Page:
As you will recall from high school, the president is not selected by direct popular vote, but by intermediaries known as electors. The electoral system is outlined in the Twelfth Amendment to the Constitution, adopted in 1804 (this significantly modified the original provisions contained in Article II). Each state has a number of electors equal to its number of congressmen and Senators. The District of Columbia has three electors, bringing the total to 538. Most states use a winner-take-all rule; all the state's electors go to the winner of the popular vote in the state.

Electors are generally party activists. Some months before the election each party puts together a slate of electors, chosen by congressional district with the exception of the two at-large Senate slots. If the party's presidential candidate wins the popular vote in the state on Election Day, its electors meet in the state capitol on the first Monday after the second Wednesday in December 2000. If not they stay home.

Gathering for the mid-December ceremony at the state capitol, electors sign the certificate of vote--actually they sign several copies of the document so there are back-ups.  There are separate votes for president and for vice president.  Each state sends one copy of the certificate of vote to the Office of the President of the United States Senate.  Finally, on January 6th, in a special joint session of Congress these envelopes are opened and tallied and the outcome of the election is officially certified.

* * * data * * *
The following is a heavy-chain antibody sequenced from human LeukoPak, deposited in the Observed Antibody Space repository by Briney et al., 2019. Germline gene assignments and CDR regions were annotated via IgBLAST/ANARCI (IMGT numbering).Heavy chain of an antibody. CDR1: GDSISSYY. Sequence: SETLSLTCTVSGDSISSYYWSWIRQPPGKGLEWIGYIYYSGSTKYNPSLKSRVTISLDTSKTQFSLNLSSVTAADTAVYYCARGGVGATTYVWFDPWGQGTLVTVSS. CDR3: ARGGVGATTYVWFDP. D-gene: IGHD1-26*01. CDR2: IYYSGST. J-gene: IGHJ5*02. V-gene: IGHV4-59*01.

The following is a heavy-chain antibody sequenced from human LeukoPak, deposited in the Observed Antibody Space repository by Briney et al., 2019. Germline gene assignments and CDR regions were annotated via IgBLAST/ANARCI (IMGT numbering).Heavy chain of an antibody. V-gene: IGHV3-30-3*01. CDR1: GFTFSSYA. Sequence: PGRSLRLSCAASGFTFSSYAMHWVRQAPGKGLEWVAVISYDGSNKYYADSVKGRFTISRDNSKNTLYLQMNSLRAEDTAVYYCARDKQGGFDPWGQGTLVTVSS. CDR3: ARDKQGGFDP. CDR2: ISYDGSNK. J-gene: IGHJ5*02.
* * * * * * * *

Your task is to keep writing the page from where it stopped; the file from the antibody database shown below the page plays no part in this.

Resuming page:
Normally this is a routine affair.  Because of the Florida controversy, some Democrats [Democrats.com] still had not given up on January 6, 2001 even though Vice President Gore had conceded.  Members of the Congressional Black Caucus tried to get Congress to reject Florida's electors, but they could not find a Senator to support their effort [as required by 3 U.S.C. Sect. 15].
Jan. 6, 2001--Vice President Al Gore presided over the joint session of Congress that certified George W. Bush as the winner of the 2000 election.

Voter Turnout in Recent Years1
Year Voting Age Population (VAP) Total Vote % VAP Voted
2000 205,814,000 105,396,475 51.2
1996 196,507,000 96,277,634 49.8
1992 182,628,000 104,428,377 55.2
1988 182,628,000 91,594,805 50.1
1984 164,595,000 92,653,000 53.1
1980 164,595,000 86,497,000 52.6
1976 152,308,000 81,603,000 53.5
1972 140,777,000 77,625,000 55.2
Source: Committee for the Study of the American Electorate.  2000 figures from Census Bureau and FEC.

1. For the five presidential elections from 1952-1968, turnout hovered around 60%.


Election Night Coverage: What Went Wrong
The House Subcommittee on Telecommunications, Trade & Consumer Protection (Commerce), chaired by Rep. Billy Tauzin (R-LA), held hearings on the effects of the networks' election night projections on Feb. 14, 2001.
CNN commissioned an independent review panel which produced a report [Joan Konner, James Risser, and Ben Wattenberg.  "Television's Performance on Election Night 2000: A Report for CNN," Jan. 29, 2001] (PDF format), and it is instituting new policies for election night coverage. 
American Antitrust Institute Calls for Break Up of VNS (11/27/00)
 

More Useful Links
National Election Studies NES "Guide to Public Opinion and Electoral Behavior"

Electoral College (National Archives site)
Resolution Proposing That the Electoral College Be Abolished
Citizens for True Democracy (seeks abolition of Electoral College)

1992 and 1996 Maps and Results

Copyright 1998, 1999, 2000, 2001  Eric M. Appleman/Democracy in Action.